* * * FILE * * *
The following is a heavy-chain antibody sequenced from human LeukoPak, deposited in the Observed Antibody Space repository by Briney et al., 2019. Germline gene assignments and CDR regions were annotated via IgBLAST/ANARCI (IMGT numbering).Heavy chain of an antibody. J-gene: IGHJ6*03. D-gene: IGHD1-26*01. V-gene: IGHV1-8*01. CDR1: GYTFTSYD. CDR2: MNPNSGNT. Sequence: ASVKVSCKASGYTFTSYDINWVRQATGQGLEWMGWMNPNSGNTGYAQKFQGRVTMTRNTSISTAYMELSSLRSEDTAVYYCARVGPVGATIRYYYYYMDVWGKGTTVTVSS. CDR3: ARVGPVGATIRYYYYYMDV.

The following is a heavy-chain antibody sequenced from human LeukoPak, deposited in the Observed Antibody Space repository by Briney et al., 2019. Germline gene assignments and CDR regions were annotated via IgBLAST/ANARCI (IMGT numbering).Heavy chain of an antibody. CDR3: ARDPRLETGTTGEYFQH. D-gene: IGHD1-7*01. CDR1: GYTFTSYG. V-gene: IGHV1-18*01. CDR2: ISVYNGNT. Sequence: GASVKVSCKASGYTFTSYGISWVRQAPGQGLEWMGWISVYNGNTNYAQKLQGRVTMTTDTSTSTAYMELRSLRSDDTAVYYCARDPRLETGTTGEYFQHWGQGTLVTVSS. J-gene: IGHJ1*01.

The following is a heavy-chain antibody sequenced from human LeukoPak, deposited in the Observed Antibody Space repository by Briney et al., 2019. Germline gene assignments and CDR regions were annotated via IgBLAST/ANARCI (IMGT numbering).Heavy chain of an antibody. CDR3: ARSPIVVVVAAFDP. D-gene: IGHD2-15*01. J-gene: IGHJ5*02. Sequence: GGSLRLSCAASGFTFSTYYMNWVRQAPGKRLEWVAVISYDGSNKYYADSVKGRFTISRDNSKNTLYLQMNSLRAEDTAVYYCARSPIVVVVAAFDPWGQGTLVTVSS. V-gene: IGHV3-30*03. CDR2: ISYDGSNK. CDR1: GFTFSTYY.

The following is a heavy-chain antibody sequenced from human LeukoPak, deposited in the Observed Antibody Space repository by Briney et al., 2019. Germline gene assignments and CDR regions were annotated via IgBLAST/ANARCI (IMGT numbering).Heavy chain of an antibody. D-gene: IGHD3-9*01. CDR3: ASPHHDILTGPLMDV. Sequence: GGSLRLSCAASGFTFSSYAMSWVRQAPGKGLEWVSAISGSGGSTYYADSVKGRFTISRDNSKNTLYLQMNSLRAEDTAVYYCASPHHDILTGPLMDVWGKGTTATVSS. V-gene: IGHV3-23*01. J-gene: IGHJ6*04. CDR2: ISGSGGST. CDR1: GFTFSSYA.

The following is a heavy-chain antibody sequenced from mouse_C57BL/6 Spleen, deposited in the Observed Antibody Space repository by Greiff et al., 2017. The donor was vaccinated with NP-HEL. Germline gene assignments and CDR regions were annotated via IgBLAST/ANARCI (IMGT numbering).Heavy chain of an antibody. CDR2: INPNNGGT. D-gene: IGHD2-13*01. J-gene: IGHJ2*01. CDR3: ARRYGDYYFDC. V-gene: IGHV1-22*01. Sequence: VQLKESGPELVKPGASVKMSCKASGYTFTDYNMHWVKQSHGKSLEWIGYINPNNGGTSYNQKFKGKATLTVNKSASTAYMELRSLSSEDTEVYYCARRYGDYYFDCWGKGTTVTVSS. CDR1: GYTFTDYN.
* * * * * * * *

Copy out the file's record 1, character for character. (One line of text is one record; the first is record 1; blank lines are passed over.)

The following is a heavy-chain antibody sequenced from human LeukoPak, deposited in the Observed Antibody Space repository by Briney et al., 2019. Germline gene assignments and CDR regions were annotated via IgBLAST/ANARCI (IMGT numbering).Heavy chain of an antibody. J-gene: IGHJ6*03. D-gene: IGHD1-26*01. V-gene: IGHV1-8*01. CDR1: GYTFTSYD. CDR2: MNPNSGNT. Sequence: ASVKVSCKASGYTFTSYDINWVRQATGQGLEWMGWMNPNSGNTGYAQKFQGRVTMTRNTSISTAYMELSSLRSEDTAVYYCARVGPVGATIRYYYYYMDVWGKGTTVTVSS. CDR3: ARVGPVGATIRYYYYYMDV.